In his latest column, technology writer Robert McGarvey says lack of wave-and-pay in iPhone 5 a blow but there are a lot of other players.
As the payment industry begins to move toward replacing magnetic stripe cards with cards that use embedded smart chips, credit unions and other card issuers will have to eventually decide whether they will issue cards that use personal identification numbers or signatures to validate transactions.
A revolution is brewing in the payments industry. The future of payments technology is now in the hands of consumers in the form of their mobile devices and smart phones.
At 80 million strong, Gen Y will soon control the nation’s wealth, posing a mammoth opportunity for credit unions. Born during the early 1980s and the late 1990s, the group is more than three times the size of Generation X and exerts major influence on American culture.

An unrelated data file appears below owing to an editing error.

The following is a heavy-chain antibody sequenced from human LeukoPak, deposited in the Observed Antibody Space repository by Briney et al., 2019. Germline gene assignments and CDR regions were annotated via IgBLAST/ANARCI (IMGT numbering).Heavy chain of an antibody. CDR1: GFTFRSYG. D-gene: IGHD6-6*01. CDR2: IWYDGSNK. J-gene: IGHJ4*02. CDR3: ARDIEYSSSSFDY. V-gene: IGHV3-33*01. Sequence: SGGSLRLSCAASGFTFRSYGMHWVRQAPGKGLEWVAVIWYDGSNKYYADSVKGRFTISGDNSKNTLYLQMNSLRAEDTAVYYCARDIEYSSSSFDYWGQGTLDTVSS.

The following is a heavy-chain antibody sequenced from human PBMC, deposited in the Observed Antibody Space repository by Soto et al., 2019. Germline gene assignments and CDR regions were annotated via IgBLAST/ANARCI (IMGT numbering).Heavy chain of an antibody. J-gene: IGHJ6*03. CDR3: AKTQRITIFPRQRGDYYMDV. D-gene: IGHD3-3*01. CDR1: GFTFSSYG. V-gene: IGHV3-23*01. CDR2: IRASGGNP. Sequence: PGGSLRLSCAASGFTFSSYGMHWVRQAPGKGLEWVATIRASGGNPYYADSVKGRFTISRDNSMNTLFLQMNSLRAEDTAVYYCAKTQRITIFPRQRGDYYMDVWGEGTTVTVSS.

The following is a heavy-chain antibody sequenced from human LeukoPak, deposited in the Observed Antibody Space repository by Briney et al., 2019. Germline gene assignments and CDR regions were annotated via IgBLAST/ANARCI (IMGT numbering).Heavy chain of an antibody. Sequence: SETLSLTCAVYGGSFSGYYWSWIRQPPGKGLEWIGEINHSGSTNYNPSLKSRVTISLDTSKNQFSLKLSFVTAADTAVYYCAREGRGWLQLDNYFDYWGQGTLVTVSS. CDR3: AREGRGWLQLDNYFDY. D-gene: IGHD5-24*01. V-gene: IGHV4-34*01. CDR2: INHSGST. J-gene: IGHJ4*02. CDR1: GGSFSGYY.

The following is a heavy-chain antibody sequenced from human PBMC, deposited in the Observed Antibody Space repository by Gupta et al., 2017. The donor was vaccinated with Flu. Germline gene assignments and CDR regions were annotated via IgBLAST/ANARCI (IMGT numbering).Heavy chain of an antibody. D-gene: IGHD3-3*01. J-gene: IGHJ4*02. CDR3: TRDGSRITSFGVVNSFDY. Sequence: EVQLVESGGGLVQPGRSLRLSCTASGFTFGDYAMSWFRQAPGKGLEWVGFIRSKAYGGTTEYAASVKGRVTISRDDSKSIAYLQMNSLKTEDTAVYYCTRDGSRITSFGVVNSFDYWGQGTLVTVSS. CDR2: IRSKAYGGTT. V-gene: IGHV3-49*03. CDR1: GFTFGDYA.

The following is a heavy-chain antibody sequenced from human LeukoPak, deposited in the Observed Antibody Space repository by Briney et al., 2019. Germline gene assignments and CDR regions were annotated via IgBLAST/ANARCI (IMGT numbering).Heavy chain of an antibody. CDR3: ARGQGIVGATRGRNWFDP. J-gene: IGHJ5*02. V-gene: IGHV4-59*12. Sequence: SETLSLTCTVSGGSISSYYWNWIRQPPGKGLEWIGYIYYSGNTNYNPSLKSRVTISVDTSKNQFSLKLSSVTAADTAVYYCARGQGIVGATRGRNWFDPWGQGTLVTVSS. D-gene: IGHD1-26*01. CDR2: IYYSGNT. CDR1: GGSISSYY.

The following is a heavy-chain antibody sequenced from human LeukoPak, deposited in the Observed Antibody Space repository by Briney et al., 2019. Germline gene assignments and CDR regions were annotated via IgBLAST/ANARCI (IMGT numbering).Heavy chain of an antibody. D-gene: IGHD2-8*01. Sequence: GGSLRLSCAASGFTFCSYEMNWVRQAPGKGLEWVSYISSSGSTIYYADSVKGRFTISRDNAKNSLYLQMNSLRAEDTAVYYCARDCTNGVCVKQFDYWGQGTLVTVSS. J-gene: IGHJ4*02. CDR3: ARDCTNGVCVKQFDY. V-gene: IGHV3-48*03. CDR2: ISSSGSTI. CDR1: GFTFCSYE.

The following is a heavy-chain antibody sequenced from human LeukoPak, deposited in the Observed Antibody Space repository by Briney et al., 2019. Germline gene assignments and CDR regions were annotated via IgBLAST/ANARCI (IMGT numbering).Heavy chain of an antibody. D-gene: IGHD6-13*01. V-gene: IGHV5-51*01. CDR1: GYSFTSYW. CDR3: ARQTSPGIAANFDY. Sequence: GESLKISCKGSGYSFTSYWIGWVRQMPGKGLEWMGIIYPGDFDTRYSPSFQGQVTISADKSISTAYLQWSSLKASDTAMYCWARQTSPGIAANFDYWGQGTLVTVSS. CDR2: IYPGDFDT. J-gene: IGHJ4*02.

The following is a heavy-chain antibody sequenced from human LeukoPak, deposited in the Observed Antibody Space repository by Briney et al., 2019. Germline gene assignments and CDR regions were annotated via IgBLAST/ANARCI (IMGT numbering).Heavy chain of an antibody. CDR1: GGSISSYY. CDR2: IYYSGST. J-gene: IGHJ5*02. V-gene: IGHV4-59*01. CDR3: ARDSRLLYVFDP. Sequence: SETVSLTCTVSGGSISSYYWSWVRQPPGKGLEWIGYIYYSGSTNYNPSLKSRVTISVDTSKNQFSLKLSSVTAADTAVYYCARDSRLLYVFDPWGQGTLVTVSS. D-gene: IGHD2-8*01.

Google, Visa, MasterCard, Sprint, and even Pentagon Federal Credit Union. The list of early proponents of innovative near field communication tap and pay mobile technology keeps growing. But that brings two questions into sharp focus.
PayPal gave merchants and others a peak at the new payments technology that, it said, will allow it to overcome the dominance of Visa and MasterCard at the point of sale.
CU clients of Fiserv may soon be able to offer their members personalized smart chip cards, according to an announcement from the technology firm.
Big tech vendor latest to join smart card wave in U.S.
Deal puts apparent end to Fundtech-S1 Corp. merger; S1 also target of hostile takeover bid from ACI.
Listen hard and it as though you can hear the rush of credit unions to adopt mobile banking. It is coming that fast.